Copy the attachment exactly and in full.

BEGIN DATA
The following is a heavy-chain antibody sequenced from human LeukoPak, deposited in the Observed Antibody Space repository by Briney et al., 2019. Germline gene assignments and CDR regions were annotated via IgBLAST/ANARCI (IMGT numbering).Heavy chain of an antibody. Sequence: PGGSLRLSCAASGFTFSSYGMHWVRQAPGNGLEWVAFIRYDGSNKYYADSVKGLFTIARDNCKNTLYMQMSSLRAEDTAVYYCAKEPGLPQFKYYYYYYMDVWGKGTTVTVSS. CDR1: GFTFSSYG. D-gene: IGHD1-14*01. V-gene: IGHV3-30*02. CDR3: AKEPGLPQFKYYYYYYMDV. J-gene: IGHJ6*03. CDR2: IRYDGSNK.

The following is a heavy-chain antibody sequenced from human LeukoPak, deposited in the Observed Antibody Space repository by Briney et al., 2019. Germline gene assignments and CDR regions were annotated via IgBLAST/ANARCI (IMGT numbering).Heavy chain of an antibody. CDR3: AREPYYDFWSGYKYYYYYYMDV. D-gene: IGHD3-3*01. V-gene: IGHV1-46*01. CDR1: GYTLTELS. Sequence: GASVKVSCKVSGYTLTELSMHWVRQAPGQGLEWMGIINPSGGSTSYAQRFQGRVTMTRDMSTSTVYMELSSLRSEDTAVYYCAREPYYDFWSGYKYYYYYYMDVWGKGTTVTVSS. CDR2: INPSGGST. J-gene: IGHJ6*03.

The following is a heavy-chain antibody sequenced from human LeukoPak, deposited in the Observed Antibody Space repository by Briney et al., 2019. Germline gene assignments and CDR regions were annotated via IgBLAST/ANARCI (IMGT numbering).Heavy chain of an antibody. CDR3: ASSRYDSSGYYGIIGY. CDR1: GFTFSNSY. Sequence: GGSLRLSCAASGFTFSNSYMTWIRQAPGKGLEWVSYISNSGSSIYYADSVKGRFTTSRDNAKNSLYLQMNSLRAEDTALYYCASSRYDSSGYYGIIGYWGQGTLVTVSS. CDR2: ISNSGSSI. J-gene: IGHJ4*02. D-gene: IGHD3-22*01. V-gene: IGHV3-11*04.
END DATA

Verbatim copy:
The following is a heavy-chain antibody sequenced from human LeukoPak, deposited in the Observed Antibody Space repository by Briney et al., 2019. Germline gene assignments and CDR regions were annotated via IgBLAST/ANARCI (IMGT numbering).Heavy chain of an antibody. Sequence: PGGSLRLSCAASGFTFSSYGMHWVRQAPGNGLEWVAFIRYDGSNKYYADSVKGLFTIARDNCKNTLYMQMSSLRAEDTAVYYCAKEPGLPQFKYYYYYYMDVWGKGTTVTVSS. CDR1: GFTFSSYG. D-gene: IGHD1-14*01. V-gene: IGHV3-30*02. CDR3: AKEPGLPQFKYYYYYYMDV. J-gene: IGHJ6*03. CDR2: IRYDGSNK.

The following is a heavy-chain antibody sequenced from human LeukoPak, deposited in the Observed Antibody Space repository by Briney et al., 2019. Germline gene assignments and CDR regions were annotated via IgBLAST/ANARCI (IMGT numbering).Heavy chain of an antibody. CDR3: AREPYYDFWSGYKYYYYYYMDV. D-gene: IGHD3-3*01. V-gene: IGHV1-46*01. CDR1: GYTLTELS. Sequence: GASVKVSCKVSGYTLTELSMHWVRQAPGQGLEWMGIINPSGGSTSYAQRFQGRVTMTRDMSTSTVYMELSSLRSEDTAVYYCAREPYYDFWSGYKYYYYYYMDVWGKGTTVTVSS. CDR2: INPSGGST. J-gene: IGHJ6*03.

The following is a heavy-chain antibody sequenced from human LeukoPak, deposited in the Observed Antibody Space repository by Briney et al., 2019. Germline gene assignments and CDR regions were annotated via IgBLAST/ANARCI (IMGT numbering).Heavy chain of an antibody. CDR3: ASSRYDSSGYYGIIGY. CDR1: GFTFSNSY. Sequence: GGSLRLSCAASGFTFSNSYMTWIRQAPGKGLEWVSYISNSGSSIYYADSVKGRFTTSRDNAKNSLYLQMNSLRAEDTALYYCASSRYDSSGYYGIIGYWGQGTLVTVSS. CDR2: ISNSGSSI. J-gene: IGHJ4*02. D-gene: IGHD3-22*01. V-gene: IGHV3-11*04.